[Will] there was one penguin that go lost and it wandered in front of the grandstand.  It walked right in front of my feet.  Because we were on the ranger-guided tour, we got to sit in the very front

[Robin] The cutest thing that I saw was when we left the grandstand and saw the penguins coming to their homes.  There was one little penguin that was a couple feet in front of us (with a fence between us and the penguins) and it was gathering grass for its nest.  It would grab the grass with its beak and pull and pull and pull until the grass snapped off and take it back to his nest.  That was a male penguin decorating its nest impress the ladies.

[Will] It is breeding season so many females are pregnant.   Some of them walk towards the beach eating shells for the calcium to grow the baby penguins.  This is weird  because most of the penguins are walking away from the beach towards their homes and so when you see a penguin going the wrong way, you might think they are confused but they are just looking for shells.

[Will] Another way that we felt special was that about three times every ten years one of the penguin 'highways' (paths that the penguins take home) floods and becomes a stream.  It was flowing during our visit so we got to watch some penguins swim to their homes instead of walking.

[Robin] Another cool thing about the penguin parade is that it is on the very spot where G'ma Lorna and Uncle Larry spent summer holidays.  They watched the penguin parade too but there wasn't a grandstand back then.  They stayed at their auntie Lorna's house, which was where the gift shop is now, and they scrambled down the cliffs, exploring the penguin burrows and watching them come in from the sea.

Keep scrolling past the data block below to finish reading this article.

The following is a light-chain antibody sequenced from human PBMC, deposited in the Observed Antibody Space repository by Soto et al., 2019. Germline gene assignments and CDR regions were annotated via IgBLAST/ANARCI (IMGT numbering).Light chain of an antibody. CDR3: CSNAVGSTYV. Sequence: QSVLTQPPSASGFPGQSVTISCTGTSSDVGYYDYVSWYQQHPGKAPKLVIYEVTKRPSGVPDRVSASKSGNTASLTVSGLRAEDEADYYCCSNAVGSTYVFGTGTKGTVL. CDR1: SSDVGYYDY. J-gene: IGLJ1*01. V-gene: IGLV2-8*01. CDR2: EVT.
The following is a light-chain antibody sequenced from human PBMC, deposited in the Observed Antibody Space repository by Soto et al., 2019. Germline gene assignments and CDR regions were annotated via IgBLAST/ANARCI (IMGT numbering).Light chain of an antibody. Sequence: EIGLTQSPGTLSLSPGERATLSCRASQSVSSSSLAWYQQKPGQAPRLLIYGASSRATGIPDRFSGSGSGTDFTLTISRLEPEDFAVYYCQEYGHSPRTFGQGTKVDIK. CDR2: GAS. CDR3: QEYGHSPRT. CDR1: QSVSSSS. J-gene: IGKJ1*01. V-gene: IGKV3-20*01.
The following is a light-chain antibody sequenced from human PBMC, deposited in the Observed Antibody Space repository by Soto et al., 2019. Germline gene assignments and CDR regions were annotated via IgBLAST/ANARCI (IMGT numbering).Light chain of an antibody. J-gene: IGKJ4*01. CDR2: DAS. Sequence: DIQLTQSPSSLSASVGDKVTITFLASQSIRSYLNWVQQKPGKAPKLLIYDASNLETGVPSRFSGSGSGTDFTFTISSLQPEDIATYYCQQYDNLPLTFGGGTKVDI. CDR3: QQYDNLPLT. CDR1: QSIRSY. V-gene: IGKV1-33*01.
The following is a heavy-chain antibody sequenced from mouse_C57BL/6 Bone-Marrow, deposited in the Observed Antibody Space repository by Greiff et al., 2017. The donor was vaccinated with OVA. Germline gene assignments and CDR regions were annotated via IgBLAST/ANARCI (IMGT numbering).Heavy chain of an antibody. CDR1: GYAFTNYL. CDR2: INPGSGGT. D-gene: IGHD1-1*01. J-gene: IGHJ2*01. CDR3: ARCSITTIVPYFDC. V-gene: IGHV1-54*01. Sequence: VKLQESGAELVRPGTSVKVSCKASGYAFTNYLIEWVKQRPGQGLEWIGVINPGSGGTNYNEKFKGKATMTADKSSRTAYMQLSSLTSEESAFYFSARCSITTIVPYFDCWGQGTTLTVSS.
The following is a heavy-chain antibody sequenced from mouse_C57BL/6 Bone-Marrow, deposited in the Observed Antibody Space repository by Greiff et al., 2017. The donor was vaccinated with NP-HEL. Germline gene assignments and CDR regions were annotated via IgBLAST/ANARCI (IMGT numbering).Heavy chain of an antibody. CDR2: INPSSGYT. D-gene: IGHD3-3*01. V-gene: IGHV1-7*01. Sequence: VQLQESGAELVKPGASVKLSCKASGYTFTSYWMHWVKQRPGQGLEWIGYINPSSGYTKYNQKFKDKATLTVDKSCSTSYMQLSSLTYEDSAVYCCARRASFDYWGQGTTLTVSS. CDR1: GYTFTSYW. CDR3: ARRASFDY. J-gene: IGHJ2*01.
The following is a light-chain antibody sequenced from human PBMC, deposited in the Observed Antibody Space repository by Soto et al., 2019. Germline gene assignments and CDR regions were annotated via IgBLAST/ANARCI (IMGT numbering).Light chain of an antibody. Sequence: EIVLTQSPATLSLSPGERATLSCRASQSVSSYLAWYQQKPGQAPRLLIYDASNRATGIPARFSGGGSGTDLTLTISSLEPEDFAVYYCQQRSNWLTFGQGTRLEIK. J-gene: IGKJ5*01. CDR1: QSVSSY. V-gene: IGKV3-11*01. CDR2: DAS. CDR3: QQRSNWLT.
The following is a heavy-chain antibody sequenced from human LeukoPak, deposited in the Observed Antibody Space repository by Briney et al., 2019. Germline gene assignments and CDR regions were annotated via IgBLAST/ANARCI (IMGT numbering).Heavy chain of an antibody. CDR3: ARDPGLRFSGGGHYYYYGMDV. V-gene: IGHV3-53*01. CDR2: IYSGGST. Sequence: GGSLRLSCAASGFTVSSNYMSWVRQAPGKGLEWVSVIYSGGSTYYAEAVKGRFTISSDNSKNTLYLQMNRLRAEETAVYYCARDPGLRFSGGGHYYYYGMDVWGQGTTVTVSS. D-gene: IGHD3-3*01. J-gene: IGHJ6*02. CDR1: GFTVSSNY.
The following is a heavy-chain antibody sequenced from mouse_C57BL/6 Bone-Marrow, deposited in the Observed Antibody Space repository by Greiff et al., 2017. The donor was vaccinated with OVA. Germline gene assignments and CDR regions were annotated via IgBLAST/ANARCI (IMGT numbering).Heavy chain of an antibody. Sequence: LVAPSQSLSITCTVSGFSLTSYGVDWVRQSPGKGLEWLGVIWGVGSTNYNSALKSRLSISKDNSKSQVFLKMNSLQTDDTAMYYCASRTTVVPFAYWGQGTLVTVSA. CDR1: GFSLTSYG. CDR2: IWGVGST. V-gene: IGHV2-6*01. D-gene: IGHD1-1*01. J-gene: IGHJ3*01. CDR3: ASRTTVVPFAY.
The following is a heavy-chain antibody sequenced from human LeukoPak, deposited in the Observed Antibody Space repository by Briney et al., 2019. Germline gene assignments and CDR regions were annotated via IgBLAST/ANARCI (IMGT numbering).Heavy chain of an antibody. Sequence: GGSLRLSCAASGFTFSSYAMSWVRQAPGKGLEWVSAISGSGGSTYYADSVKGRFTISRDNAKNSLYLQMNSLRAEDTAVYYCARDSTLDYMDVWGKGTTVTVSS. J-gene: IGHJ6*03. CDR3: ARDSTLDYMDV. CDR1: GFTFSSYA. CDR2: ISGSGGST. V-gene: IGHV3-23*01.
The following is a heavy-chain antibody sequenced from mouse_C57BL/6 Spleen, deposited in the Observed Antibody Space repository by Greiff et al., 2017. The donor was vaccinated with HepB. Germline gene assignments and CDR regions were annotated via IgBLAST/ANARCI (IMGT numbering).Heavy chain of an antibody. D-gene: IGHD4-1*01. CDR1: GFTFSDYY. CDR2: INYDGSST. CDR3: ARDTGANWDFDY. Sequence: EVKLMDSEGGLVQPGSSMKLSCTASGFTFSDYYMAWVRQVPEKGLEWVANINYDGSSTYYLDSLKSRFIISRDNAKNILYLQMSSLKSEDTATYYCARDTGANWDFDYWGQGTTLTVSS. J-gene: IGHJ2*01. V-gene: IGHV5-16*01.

The last cool thing is when we were going back to the car, we saw a lost little penguin wandering around in the car park.  Penguins make their homes in the same spot that they were born so when the car park expanded, it took over some former burrows. Some penguins keep trying to go back 'home'. They had to get a ranger to come and chase it to the park.

[Michele] So did the penguin parade exceed your expectations?

[Will] Yes, definitely! I would recommend that everyone have the ranger guided tour, you learn a lot and you get to see more penguins.

[Michele] We enjoyed the experience so much that we were among the very last people to leave the park.

Wilson's Promontory in Gale force winds

[Michele] Our first destination outside of Melbourne was Fish Creek, a small town in southern Grippsland and 1 hour from Wilson's Promontory (the prom).  We stayed in a solar powered house where all the water is collected from the roof and heated by solar power.  The house however is only heated by firewood and a couple of electric space heaters.  On the second night temperatures got down to 9˚ (48˚ F), which doesn't seem that bad but without heating and with single pane windows, the outdoor temp was basically the same as the indoor temp.  We made the best of it and wore a lot of layers during our stay at the beautiful place.